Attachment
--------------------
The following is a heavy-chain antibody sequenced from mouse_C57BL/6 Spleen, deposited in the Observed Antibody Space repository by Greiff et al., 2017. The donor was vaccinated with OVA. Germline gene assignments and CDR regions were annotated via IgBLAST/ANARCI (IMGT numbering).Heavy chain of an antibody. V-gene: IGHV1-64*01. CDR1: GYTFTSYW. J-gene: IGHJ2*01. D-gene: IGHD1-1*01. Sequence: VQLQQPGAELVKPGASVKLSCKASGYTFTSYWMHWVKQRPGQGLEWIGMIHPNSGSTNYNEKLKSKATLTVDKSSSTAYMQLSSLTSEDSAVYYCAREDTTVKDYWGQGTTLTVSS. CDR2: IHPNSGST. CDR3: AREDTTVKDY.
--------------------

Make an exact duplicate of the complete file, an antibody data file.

The following is a heavy-chain antibody sequenced from mouse_C57BL/6 Spleen, deposited in the Observed Antibody Space repository by Greiff et al., 2017. The donor was vaccinated with OVA. Germline gene assignments and CDR regions were annotated via IgBLAST/ANARCI (IMGT numbering).Heavy chain of an antibody. V-gene: IGHV1-64*01. CDR1: GYTFTSYW. J-gene: IGHJ2*01. D-gene: IGHD1-1*01. Sequence: VQLQQPGAELVKPGASVKLSCKASGYTFTSYWMHWVKQRPGQGLEWIGMIHPNSGSTNYNEKLKSKATLTVDKSSSTAYMQLSSLTSEDSAVYYCAREDTTVKDYWGQGTTLTVSS. CDR2: IHPNSGST. CDR3: AREDTTVKDY.